Every spring, staff at Reader’s Digest enlists Americans to nominate a place – whether it’s a town, neighborhood, block, church or school – as a place where people are kind to each other and where people work together.
To surprise the town with the announcement that the city had won the contest, two co-conspirators, Erich Offenburg from Crowne Theater Productions, and Main Street Theater’s Arthur, told “little white lies” for a couple of weeks about why people were going to be in the theater before the unveiling.
“They pulled it off because they’re theater people,” Kelley says. “Everyone in the theater thought we were just shooting a promotional video for Nicest Places in America. About halfway through, we shocked them with the news that Columbiana was the winner.”
Staff at Main Street Theater planned an event that would work for the reveal, Arthurs relates.
“They contacted us and said they wanted to create this video promotion. They wanted to film one of our special needs rehearsals for Shrek,” Arthurs says. “The whole plan was they were going to get the kids on stage, do three songs while the folks from Reader’s Digest snuck in the back door.”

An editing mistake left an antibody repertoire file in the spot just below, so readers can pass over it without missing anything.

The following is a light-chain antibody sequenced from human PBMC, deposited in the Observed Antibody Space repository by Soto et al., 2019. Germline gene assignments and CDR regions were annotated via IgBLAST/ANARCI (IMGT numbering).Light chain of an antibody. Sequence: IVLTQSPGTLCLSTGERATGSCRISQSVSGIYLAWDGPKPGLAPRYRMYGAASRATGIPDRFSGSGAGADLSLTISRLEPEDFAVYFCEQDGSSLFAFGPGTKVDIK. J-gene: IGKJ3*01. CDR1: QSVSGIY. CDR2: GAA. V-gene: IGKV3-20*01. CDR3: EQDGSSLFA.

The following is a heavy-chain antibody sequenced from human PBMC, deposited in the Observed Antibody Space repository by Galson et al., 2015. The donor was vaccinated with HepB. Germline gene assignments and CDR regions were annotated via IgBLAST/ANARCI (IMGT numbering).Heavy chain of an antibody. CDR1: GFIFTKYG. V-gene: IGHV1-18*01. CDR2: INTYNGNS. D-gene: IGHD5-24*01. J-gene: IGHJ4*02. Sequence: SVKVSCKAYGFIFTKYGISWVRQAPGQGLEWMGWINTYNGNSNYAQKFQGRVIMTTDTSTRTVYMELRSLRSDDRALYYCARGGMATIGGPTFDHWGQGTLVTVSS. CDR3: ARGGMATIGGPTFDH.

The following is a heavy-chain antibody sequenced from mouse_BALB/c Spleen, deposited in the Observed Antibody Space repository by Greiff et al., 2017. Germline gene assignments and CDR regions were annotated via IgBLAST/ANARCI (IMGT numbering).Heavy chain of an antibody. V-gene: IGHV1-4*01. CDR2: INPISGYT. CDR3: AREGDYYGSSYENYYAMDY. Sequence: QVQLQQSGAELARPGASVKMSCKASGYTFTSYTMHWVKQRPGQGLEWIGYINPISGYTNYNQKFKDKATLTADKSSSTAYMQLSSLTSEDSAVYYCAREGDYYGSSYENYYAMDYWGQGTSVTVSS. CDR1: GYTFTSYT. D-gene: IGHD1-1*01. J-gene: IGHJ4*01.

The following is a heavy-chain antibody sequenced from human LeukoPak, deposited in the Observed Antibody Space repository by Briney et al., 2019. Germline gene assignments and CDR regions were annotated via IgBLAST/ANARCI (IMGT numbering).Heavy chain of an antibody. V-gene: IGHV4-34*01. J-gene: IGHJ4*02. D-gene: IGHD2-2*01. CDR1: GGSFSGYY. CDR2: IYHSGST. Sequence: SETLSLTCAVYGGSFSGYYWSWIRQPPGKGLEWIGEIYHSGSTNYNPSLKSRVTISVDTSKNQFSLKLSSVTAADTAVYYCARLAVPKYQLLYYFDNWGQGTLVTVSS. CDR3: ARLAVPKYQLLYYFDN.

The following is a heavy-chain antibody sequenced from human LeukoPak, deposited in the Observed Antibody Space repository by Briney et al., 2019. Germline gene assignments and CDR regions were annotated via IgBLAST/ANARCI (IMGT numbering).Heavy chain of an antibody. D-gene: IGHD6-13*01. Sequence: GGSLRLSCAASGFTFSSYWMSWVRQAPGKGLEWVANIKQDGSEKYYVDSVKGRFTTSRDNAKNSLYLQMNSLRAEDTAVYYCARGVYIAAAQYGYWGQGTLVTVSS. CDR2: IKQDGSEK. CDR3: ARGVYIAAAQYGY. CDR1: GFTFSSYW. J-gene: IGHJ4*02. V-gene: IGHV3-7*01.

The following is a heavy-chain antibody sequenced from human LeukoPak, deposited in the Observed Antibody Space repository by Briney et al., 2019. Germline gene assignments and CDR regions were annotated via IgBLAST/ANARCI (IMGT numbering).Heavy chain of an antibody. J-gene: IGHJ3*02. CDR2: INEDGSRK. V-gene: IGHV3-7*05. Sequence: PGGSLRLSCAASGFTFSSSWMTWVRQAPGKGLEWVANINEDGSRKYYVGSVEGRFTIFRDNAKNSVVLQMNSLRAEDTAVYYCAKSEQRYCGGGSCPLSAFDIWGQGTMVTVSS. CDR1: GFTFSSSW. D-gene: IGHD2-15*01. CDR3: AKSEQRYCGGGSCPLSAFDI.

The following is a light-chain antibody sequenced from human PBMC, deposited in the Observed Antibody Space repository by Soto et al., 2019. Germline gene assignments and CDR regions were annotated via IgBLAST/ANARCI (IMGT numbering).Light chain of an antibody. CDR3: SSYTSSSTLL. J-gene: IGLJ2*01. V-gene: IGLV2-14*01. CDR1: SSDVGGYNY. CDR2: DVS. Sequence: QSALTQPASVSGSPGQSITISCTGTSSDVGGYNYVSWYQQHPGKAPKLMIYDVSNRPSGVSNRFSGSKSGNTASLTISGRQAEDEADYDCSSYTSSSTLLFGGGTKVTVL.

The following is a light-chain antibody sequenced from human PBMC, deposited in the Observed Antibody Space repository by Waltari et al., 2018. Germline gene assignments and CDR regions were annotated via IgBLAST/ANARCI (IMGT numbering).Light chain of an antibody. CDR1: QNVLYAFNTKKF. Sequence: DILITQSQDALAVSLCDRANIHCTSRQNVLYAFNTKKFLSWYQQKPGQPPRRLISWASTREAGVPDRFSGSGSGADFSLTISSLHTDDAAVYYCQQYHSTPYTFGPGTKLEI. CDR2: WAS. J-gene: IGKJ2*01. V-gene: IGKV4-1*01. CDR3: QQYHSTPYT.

After the three songs, videographers interacted with the audience and at the end, Offenburg dismissed the audience temporarily, Arthurs says.
“Everybody was scratching their heads,” he says. “So they all started to get up and Erich pretended he got a phone call from Reader’s Digest.”
Everyone came back in to sit down and after more promotional stuff, Kelley was introduced and the announcement was made.
What followed was a video from the anchors of the Today Show saying congratulations to Columbiana and to not tell anyone until they reveal at the third hour Friday morning that their city is the winner, Kelley says.
“It was intense because they realized they were going to be on national TV,” he says. “It was one of the most memorable experiences I’ve ever had as a journalist.”
The city’s selection didn’t surprise Rhonda Pahanish, co-owner of Primitive Gatherings, a handmade home decor store on Main Street. “It’s a nice, small town atmosphere,” she says.
Columbiana is a small, Hallmark movie type town, observes Linda Wilson, a frequent shopper in Columbiana.
“Everywhere you look, you see creativity,” she says. “The signage, beautiful arrangements and entrances that are warm and welcoming. That’s what people love.”
A vendor at Main Street Shop, Diana Winters, describes Columbiana as a “godly town.”
“You’ll find churches on almost every street and it’s a helpful town,” she says. “When there’s a need, we gather together to help our neighbors. It’s a sports related town. There’s been records set here. It’s a wonderful, wholesome, godly place.
Copyright 2022 The Business Journal, Youngstown, Ohio.